Everybody knows and loves the American Songbook. But it’s a bit less widely understood that in about 1950, this stream of great songs more or less dried up. All of a sudden, what came over the radio wasn’t Gershwin, Porter, and Berlin, but “Come on-a My House” and “How Much Is That Doggie in the Window?” Elvis and rock and roll arrived a few years later, and at that point the game was truly up. What happened, and why? In The B Side, acclaimed cultural historian Ben Yagoda answers those questions in a fascinating piece of detective work.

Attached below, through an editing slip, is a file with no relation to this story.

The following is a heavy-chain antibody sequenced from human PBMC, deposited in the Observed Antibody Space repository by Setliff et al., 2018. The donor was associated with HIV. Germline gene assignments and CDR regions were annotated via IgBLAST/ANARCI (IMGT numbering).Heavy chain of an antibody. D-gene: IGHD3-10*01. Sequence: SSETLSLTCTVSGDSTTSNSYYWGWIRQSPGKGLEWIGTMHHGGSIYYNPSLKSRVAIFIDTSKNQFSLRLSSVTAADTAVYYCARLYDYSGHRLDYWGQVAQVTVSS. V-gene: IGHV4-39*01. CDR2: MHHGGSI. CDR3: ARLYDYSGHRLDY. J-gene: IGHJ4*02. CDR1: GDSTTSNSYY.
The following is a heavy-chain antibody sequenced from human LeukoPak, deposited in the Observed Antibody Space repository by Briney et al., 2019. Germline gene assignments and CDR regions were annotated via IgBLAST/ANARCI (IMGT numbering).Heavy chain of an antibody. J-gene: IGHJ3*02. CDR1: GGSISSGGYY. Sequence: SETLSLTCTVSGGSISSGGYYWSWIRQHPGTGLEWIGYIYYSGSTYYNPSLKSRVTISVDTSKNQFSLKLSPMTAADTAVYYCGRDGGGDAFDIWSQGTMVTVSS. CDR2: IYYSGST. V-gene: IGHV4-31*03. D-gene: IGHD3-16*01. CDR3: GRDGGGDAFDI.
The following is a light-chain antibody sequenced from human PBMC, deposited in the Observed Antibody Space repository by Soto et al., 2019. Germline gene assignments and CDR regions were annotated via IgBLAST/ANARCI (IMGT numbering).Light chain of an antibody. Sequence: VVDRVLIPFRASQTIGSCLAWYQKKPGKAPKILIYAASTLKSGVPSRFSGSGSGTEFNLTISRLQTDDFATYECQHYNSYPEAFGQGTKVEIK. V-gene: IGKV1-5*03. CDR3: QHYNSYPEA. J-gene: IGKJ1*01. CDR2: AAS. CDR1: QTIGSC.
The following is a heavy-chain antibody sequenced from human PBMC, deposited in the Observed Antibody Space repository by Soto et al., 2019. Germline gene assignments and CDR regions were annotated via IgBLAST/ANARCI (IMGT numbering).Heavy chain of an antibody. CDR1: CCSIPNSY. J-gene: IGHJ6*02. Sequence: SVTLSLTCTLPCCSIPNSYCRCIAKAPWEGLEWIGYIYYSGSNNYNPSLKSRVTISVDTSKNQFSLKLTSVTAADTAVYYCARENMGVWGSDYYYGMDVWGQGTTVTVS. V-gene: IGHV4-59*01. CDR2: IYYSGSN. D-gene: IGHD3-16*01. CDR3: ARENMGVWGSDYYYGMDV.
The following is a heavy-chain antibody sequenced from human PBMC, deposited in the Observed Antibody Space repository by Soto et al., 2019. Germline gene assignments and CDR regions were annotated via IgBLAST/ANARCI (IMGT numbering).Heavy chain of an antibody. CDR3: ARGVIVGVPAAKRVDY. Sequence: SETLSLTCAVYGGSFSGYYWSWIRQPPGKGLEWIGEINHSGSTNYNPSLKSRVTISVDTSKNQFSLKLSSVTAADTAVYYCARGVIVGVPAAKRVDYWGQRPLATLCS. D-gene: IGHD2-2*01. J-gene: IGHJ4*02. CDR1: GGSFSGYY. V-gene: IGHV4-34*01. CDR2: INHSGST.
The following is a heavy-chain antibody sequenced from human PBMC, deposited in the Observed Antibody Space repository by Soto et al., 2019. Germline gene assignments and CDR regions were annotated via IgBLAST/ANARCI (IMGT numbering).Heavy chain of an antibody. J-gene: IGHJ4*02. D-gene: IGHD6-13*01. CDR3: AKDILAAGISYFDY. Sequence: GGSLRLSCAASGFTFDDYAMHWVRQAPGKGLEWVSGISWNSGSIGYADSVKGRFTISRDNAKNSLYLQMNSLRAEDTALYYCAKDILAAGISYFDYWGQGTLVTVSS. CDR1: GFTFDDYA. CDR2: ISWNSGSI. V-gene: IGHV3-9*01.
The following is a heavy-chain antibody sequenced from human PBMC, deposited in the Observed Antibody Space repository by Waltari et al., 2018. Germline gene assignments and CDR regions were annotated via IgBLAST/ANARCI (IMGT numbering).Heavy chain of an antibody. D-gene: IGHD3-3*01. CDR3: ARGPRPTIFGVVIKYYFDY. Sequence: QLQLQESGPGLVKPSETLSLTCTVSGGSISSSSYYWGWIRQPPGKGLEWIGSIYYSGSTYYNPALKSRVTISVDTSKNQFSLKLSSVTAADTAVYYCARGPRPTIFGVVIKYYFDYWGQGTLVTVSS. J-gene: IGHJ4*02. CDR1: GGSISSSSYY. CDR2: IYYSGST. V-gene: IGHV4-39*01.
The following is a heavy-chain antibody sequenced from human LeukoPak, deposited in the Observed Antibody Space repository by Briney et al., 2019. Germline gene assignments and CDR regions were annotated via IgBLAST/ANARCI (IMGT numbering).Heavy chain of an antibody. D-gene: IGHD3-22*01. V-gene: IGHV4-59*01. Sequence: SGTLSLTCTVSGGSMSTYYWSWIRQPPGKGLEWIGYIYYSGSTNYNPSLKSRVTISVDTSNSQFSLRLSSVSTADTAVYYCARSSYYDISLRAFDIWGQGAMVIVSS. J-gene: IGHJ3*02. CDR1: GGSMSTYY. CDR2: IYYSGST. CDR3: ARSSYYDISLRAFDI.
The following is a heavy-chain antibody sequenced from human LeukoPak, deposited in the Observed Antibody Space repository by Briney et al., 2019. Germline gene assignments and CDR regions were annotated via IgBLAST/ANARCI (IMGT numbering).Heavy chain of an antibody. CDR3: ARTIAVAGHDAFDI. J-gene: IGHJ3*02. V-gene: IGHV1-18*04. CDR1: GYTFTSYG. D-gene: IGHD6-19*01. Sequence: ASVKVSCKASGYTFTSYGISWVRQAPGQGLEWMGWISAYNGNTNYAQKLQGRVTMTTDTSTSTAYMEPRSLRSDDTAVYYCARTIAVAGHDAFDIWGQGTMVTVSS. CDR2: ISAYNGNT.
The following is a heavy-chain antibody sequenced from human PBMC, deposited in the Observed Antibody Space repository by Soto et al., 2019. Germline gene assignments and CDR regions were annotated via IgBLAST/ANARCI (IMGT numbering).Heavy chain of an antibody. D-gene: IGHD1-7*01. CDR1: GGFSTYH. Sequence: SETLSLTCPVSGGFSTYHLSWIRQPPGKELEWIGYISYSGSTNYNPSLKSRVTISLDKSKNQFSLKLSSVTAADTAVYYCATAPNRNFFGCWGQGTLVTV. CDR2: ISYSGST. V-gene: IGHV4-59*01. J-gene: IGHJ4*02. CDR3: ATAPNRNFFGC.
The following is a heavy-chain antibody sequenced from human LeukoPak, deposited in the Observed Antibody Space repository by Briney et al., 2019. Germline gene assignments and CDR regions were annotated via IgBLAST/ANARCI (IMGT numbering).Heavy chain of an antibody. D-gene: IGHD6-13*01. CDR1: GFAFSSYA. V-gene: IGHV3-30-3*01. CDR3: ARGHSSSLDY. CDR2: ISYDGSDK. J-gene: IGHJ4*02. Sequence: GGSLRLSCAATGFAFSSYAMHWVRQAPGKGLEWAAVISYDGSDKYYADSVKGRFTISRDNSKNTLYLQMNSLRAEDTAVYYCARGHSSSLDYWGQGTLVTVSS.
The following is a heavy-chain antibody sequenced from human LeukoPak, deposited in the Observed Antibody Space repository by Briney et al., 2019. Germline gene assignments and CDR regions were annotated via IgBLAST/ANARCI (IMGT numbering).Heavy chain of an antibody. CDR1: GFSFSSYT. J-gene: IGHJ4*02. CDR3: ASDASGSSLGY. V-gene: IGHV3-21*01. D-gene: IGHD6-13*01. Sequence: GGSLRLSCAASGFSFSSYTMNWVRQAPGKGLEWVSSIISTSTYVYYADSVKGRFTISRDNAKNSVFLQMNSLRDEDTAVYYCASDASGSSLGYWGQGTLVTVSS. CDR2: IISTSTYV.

Drawing on previously untapped archival sources and on scores of interviews — the voices include Randy Newman, Jimmy Webb, Linda Ronstadt, and Herb Alpert — the book illuminates broad musical trends through a series of intertwined stories. Among them are the battle between ASCAP and Broadcast Music, Inc.; the revolution in jazz after World War II; the impact of radio and then television; and the bitter, decades-long feud between Mitch Miller and Frank Sinatra.
The B Side is about taste, and the particular economics and culture of songwriting, and the potential of popular art for greatness and beauty. It’s destined to become a classic of American musical history.